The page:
A group of international bars and law bodies has urged lawyers to contest the legitimacy of an association set up to represent counsel at the International Criminal Court (ICC).
Six organisations, including the Union Internationale des Avocats (UIA) and the Paris Bar Association, have issued a joint statement alleging that the International Criminal Court Bar Association (ICCBA), which was officially launched on 5 July, ‘does not respect the independence of lawyers’.
The organisations also claim that the ICCBA creates discrimination among lawyers by ‘instituting the payment of dues’. The Gazette understands that concerns include that the fees could be prohibitive for lawyers from developing countries and thus deter them from appearing before the court.
This could limit defendants’ right to a free choice of lawyer, it is argued.
The organisations also claim that the ICCBA ‘does not assure the protection of lawyers by bars and law societies’.
But international law barrister Toby Cadman of 9 Bedford Row said the creation of the ICCBA was a ‘very positive and necessary step’, and disputed accusations that the association was discriminatory or impeded lawyers' independence.
He said lawyers who join will still be bound by the laws and ethics of their national bar associations, and said it was ‘entirely appropriate’ that there should be a disciplinary mechanism for lawyers appearing before the ICC.
The association was set up to represent the interests of defence and prosecution counsel and their assistants practising before the ICC. As well as regulating conduct, it also provides support and training to its members.
US-trained criminal defence lawyer Michael Karnavas and German criminal lawyer Jens Dieckmann, an associate member of 9 Bedford Row International, jointly chaired the committee which drafted the ICCBA’s constitution. They have now been appointed as provisional directors.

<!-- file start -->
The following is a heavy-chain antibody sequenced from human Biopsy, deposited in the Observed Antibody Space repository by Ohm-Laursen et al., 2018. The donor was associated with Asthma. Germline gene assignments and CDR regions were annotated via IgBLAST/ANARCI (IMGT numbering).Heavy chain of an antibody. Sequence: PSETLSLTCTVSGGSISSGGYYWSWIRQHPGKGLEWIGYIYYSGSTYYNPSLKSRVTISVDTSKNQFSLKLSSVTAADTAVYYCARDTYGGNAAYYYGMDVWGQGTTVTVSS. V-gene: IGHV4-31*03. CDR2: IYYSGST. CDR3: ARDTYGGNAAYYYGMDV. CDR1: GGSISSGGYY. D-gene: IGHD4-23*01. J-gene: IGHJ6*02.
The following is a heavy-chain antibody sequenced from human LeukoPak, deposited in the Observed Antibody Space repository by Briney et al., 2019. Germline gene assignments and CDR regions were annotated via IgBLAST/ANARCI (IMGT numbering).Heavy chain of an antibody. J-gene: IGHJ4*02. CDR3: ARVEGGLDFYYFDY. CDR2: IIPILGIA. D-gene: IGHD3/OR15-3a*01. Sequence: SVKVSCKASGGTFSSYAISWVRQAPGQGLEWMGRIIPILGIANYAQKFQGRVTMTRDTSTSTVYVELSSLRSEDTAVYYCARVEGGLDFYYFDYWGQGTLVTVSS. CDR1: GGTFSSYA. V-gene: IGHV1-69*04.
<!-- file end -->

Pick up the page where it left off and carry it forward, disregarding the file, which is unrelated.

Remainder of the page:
Cadman said the creation of the association had been a ‘long time coming’, as previously defence lawyers for the ICC did not have a body that could coordinate their work and put them on a level footing with other organs of the court.
He added: ‘It was something that has been pushed for by lawyers who represent both victims and accused in the ICC.’
However the bar associations' joint statement notes that the ICCBA was created 'under the influence' of the Registrar of the International Criminal Court, something they say could compromise its independence. Such 'legitimisation' by the ICC would ‘discredit’ the court.
Other signatories of the statement were the Council of Bars and Law Societies of Europe (CCBE), Avocats.be, the Federation des Barreaux d’Europe and the African legal group Conference des Barreaux des Etats Membres de l’OHADA.
Jean-Jacques Uettwiller, UIA president, said he has raised the issues with the ICC registrar.
He said: ‘As of today, we have received no substantial or satisfactory response to our questions and comments. […] It is today imperative that the ICCBA, without further delay, takes note of our criticisms and responds constructively to them.'